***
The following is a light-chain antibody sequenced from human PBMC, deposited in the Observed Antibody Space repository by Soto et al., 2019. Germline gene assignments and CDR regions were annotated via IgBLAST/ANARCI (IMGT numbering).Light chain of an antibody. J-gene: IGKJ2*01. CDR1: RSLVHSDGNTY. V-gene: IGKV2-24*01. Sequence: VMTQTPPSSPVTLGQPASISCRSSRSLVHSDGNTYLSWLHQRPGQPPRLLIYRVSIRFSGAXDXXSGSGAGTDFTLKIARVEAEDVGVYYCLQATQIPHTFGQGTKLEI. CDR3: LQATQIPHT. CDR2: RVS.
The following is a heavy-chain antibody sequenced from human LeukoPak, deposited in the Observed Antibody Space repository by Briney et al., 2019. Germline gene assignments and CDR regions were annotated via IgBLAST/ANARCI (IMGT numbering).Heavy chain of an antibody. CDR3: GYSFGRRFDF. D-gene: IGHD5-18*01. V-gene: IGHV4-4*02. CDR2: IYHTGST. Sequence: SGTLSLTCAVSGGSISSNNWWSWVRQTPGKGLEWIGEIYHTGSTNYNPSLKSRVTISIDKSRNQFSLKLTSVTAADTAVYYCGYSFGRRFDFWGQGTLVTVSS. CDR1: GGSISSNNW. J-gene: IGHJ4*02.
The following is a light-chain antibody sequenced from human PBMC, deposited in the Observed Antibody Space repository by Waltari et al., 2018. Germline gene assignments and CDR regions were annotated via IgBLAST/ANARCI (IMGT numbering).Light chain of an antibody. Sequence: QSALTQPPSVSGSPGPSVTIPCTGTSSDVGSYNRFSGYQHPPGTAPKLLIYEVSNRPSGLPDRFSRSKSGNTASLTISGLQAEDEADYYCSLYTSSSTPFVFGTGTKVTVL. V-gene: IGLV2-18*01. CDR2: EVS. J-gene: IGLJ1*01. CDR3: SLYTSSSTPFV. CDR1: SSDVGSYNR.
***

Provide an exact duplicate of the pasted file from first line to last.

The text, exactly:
The following is a light-chain antibody sequenced from human PBMC, deposited in the Observed Antibody Space repository by Soto et al., 2019. Germline gene assignments and CDR regions were annotated via IgBLAST/ANARCI (IMGT numbering).Light chain of an antibody. J-gene: IGKJ2*01. CDR1: RSLVHSDGNTY. V-gene: IGKV2-24*01. Sequence: VMTQTPPSSPVTLGQPASISCRSSRSLVHSDGNTYLSWLHQRPGQPPRLLIYRVSIRFSGAXDXXSGSGAGTDFTLKIARVEAEDVGVYYCLQATQIPHTFGQGTKLEI. CDR3: LQATQIPHT. CDR2: RVS.
The following is a heavy-chain antibody sequenced from human LeukoPak, deposited in the Observed Antibody Space repository by Briney et al., 2019. Germline gene assignments and CDR regions were annotated via IgBLAST/ANARCI (IMGT numbering).Heavy chain of an antibody. CDR3: GYSFGRRFDF. D-gene: IGHD5-18*01. V-gene: IGHV4-4*02. CDR2: IYHTGST. Sequence: SGTLSLTCAVSGGSISSNNWWSWVRQTPGKGLEWIGEIYHTGSTNYNPSLKSRVTISIDKSRNQFSLKLTSVTAADTAVYYCGYSFGRRFDFWGQGTLVTVSS. CDR1: GGSISSNNW. J-gene: IGHJ4*02.
The following is a light-chain antibody sequenced from human PBMC, deposited in the Observed Antibody Space repository by Waltari et al., 2018. Germline gene assignments and CDR regions were annotated via IgBLAST/ANARCI (IMGT numbering).Light chain of an antibody. Sequence: QSALTQPPSVSGSPGPSVTIPCTGTSSDVGSYNRFSGYQHPPGTAPKLLIYEVSNRPSGLPDRFSRSKSGNTASLTISGLQAEDEADYYCSLYTSSSTPFVFGTGTKVTVL. V-gene: IGLV2-18*01. CDR2: EVS. J-gene: IGLJ1*01. CDR3: SLYTSSSTPFV. CDR1: SSDVGSYNR.